Rajasthan plans aggressive time frame for this
While it looked as if Aadhaar-based direct benefit transfers (DBT) had been given the go by when the NDA came to power, the scheme is going to get a fresh lease of life on August 15. Prime minister Narendra Modi will outline the Centre’s financial inclusion plan which includes setting up of two bank accounts per unbanked family and probably a timeline in which the R3 lakh crore of annual central subsidies will be transferred directly to households. While the Centre goes about its DBT plans, Rajasthan has put an aggressive timeline to its own Aadhaar-based programme. As outlined in FE’s page 1 story today, the plan is to cover all families in the state under its Bhamashah platform by the end of the year.
The advantage Rajasthan has is that it first launched the Bhamashah platform in 2008 and was very successful, so it has a history of making it work. While a biometric capturing programme was planned for 50 lakh families in 2008, this was done for 44 lakh households; bank accounts were opened for 26 lakh families and R1,500 even transferred to 10 lakh of them till the programme was put on hold by the court—it was alleged this was a pre-election sop—and finally junked by the Congress government that came to power later that year. The current programme plans to go several steps further. For one, it will ride on the Centre’s Aadhaar enrolment, so when the central funds start coming in, they too will ride on the Bhamashah platform.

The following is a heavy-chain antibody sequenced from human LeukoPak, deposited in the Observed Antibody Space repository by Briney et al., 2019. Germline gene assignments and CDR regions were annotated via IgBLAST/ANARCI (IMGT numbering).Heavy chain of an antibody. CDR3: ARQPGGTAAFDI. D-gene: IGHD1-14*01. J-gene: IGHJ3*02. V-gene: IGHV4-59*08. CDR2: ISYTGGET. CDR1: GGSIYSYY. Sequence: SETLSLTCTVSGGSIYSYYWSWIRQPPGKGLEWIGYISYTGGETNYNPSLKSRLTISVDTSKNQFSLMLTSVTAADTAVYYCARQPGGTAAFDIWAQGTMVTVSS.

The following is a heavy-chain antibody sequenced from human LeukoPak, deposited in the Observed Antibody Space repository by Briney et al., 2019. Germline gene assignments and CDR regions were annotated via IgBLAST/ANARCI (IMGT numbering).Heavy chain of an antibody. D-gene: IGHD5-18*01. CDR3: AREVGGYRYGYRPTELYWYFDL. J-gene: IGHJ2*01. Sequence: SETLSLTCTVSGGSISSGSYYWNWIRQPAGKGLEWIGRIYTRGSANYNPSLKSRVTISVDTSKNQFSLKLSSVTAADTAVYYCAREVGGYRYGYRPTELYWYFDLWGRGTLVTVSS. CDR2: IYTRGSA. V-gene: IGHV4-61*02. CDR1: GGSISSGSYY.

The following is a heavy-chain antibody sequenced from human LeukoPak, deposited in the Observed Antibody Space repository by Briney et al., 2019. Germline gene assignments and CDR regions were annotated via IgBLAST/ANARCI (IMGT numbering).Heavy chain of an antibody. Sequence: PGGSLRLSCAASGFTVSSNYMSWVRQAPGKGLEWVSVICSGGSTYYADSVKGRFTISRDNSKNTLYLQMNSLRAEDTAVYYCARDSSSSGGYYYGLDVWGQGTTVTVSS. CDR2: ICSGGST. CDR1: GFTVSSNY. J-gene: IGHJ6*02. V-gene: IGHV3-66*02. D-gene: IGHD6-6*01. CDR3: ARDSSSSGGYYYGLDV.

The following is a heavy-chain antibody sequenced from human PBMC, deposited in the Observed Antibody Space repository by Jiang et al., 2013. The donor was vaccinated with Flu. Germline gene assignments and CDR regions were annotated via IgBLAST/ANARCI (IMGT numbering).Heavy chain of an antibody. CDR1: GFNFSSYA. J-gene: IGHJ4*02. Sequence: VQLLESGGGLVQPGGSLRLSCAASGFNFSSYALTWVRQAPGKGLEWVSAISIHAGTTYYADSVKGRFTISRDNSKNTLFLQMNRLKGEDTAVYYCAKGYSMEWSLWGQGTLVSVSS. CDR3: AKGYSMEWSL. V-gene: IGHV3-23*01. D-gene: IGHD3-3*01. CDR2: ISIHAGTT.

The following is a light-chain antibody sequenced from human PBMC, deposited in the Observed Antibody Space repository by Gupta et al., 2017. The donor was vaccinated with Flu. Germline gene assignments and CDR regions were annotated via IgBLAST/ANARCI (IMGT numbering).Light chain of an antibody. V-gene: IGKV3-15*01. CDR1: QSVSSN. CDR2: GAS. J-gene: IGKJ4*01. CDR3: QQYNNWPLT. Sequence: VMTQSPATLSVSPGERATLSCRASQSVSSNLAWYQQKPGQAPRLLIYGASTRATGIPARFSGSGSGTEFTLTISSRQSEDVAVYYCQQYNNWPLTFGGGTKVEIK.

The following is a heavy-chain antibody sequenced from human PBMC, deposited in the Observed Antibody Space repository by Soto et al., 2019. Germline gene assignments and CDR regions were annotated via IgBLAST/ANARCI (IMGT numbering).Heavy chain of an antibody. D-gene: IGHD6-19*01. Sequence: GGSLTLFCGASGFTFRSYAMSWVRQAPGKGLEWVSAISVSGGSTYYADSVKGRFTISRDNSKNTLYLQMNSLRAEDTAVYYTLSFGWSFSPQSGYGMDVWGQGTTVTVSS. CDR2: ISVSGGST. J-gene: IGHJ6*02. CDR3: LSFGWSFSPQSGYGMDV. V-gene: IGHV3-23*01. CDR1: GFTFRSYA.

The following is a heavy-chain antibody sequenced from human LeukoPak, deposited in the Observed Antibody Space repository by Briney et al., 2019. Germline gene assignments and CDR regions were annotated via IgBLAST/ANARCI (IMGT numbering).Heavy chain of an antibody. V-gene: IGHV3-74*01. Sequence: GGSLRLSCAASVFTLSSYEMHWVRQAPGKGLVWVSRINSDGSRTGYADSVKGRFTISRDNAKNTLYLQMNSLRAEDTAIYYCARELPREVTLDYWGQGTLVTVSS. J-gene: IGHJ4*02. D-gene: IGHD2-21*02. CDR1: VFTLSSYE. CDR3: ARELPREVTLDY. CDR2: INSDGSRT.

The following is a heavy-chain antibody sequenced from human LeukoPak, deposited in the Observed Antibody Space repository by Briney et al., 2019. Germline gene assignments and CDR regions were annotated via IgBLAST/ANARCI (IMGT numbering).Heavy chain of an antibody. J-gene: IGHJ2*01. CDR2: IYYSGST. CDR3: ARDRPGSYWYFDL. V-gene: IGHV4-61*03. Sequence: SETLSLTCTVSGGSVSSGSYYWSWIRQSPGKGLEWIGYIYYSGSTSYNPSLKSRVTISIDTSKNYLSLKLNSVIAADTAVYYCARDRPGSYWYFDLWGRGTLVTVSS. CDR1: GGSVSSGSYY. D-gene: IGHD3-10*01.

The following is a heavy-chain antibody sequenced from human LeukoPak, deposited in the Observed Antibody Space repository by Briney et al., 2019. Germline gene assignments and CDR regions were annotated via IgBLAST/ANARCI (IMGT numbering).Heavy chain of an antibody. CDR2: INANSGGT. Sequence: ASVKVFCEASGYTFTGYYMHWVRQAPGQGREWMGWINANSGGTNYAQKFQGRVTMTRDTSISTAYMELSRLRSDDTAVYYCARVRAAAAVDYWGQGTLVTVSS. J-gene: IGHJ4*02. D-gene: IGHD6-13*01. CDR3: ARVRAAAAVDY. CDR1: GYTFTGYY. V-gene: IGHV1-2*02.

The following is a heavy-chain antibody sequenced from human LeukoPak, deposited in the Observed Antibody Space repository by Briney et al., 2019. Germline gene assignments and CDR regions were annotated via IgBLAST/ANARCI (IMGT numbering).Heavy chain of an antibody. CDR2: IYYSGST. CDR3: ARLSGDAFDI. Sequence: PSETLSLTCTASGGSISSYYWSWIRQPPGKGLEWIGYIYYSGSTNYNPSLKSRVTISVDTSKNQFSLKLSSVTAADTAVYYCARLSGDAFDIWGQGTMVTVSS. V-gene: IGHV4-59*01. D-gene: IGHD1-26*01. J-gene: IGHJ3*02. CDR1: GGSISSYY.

For now, the state plans to offer its current 100-odd e-services on this platform across its 9,000-odd panchayats along with some state schemes as well as entitlements under the Food Security Act. Each panchayat will have an e-Rajasthan Seva Kendra from where cash—through a banking correspondent—will be available along with, say, vouchers for ration shops. By the end of FY16, the state’s finance secretary is confident all the social sector programmes offered by the state—these add up to around R20,000 crore today—will ride on the Bhamashah platform. While the proof of the Centre’s and the state’s direct benefits programmes needs to be seen, we are in a new phase of financial inclusion. And with money from the state and the Centre all set to flow into bank accounts, inclusion seems more viable since, this time around, the banks stand to benefit from opening and servicing the accounts of the poor.